This decision is no exception. When considering the grounds requiring MasterCard to prove a reputation in the relevant trade marks, the Assistant Commissioner criticised MasterCard for loosely defining the trade marks on which it relied as “the trade mark MASTERCARD, and a range of other marks incorporating MASTER”, politely referring to such a loose description as unhelpful. She then moved to exclude from consideration almost all of MasterCard’s 90 trade mark registrations as pleaded in the Notice of Opposition with the exception of the plain text MASTERCARD, WORLD MASTERCARD and MASTERCARD WORLDWIDE trade marks and the devices detailed above. Why? These were the only trade marks out of the 90 pleaded for which MasterCard had filed any evidence potentially supporting a reputation in the trade mark.
Even where MasterCard had filed the most comprehensive reputation evidence, in relation to MASTERCARD WORLDWIDE, Assistant Commissioner Alley did not consider it met the required threshold to establish a reputation in New Zealand. The trade mark was referred to in overseas websites that were not specifically directed to the New Zealand market and where it was referred to on New Zealand websites, there was no evidence as how many New Zealand consumers had seen the trade marks so as to establish cognisance. In addition, documentary evidence of use was dated 2010 and 2011, three to four years prior to the relevant date, and there was no evidence as to whether or not New Zealand consumers had even seen such use. Assistant Commissioner Alley had, therefore, no evidence that MasterCard continued to promote the trade marks after 2011.
So why file opposition proceedings where the trade marks are, in the words of Assistant Commissioner Alley, substantially different? Trade marks owners often consider that opposition proceedings are tactically necessary to actively protect descriptive trade marks, in order to warn off others and/or protect their trade marks from the erosion of their hard won distinctive character. So perhaps the biggest take home message from this decision is not that the trade marks were substantially different but rather that all parties to proceedings before IPONZ need to “tidy up their respective acts” as poor pleading and irrelevant evidence will be dealt with rigorously. In addition, it is clearly no longer enough (and never should have been enough) to claim ‘use’ of a trade mark always equates with reputation; a link between such use and the claimed reputation in New Zealand must also be established by the evidence filed.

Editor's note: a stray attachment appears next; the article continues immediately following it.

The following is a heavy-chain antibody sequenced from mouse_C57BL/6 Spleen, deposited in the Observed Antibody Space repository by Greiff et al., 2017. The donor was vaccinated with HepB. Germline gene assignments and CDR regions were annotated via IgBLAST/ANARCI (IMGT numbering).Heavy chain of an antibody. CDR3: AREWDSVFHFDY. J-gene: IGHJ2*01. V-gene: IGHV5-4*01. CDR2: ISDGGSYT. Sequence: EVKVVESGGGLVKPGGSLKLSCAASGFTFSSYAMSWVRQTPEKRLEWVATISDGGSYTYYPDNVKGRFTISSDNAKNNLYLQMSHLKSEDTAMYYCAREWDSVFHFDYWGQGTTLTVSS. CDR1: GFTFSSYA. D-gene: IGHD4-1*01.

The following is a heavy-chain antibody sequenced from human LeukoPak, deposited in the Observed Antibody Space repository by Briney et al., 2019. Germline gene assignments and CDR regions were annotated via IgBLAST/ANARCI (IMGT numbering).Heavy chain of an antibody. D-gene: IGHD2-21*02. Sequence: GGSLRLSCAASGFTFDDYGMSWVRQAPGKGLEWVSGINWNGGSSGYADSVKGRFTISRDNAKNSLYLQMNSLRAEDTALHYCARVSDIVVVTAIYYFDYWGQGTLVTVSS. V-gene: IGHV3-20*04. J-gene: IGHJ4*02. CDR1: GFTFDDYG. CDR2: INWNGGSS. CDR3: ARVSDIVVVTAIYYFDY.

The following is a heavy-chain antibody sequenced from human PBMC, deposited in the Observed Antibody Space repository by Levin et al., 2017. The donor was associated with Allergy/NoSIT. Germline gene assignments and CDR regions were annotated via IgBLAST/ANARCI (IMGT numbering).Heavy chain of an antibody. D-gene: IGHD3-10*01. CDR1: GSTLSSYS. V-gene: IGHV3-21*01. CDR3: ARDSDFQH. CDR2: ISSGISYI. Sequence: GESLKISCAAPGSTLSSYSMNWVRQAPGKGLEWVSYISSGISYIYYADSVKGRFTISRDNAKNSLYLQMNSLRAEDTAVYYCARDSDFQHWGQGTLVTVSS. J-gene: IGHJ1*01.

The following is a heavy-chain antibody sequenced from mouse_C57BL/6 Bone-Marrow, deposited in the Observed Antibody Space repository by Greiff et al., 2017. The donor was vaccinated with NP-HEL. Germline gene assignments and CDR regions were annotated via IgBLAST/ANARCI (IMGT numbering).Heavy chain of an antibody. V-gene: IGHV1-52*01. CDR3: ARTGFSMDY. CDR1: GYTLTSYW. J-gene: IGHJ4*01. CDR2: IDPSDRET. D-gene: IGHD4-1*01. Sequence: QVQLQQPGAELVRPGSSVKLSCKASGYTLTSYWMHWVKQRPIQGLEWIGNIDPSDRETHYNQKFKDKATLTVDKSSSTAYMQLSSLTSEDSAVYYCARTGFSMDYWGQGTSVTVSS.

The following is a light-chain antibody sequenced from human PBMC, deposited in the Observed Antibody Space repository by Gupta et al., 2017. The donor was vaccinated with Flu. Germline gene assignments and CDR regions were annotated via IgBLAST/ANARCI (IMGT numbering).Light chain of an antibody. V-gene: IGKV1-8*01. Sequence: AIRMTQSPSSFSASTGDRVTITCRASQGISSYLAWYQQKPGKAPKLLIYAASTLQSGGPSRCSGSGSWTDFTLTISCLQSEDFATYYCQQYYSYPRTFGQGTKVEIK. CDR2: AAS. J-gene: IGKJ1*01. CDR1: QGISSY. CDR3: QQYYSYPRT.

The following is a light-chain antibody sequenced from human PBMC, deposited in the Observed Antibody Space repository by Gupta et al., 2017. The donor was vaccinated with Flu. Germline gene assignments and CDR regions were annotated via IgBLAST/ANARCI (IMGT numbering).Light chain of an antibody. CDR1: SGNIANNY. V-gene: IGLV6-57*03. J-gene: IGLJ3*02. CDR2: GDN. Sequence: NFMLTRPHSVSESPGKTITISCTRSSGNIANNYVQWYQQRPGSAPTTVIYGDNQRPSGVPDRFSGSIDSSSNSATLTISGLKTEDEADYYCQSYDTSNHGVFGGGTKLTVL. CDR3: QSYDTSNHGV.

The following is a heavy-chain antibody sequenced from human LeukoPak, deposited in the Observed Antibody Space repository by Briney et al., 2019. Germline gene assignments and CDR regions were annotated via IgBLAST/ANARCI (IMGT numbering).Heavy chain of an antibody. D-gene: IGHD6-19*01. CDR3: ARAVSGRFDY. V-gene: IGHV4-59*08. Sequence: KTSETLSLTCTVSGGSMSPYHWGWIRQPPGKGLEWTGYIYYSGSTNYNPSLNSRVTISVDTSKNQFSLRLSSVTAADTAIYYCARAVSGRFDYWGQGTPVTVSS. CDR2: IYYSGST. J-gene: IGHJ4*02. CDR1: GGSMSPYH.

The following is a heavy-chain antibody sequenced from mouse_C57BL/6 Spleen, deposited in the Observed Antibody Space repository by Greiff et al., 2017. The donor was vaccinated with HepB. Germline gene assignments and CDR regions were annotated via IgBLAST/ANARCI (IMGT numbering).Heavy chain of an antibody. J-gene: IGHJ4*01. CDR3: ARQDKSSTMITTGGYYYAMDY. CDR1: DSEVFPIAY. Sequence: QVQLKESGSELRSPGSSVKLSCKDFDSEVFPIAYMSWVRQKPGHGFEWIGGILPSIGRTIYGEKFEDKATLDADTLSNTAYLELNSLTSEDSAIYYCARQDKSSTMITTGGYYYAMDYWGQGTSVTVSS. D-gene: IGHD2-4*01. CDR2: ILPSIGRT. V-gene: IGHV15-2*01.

This article first appeared on WTR Daily, part of World Trademark Review, in December 2016. For further information, please go to www.worldtrademarkreview.com.
 Hays Plc v Ranstand Holding N.V.  NZIPOTM 3 (unmeritorious pleadings); Green & Good Food Company Ltd v Monster Energy Company Ltd  NZIPOTM 2 (unmeritorious pleadings and irrelevant evidence); Bluebird Foods Ltd v Griffin’s Foods Ltd  NZIPOTM 9 (late procedural changes);
 So Systems Ltd v Soluxury HMC  NZIPOTM 13 (increased costs).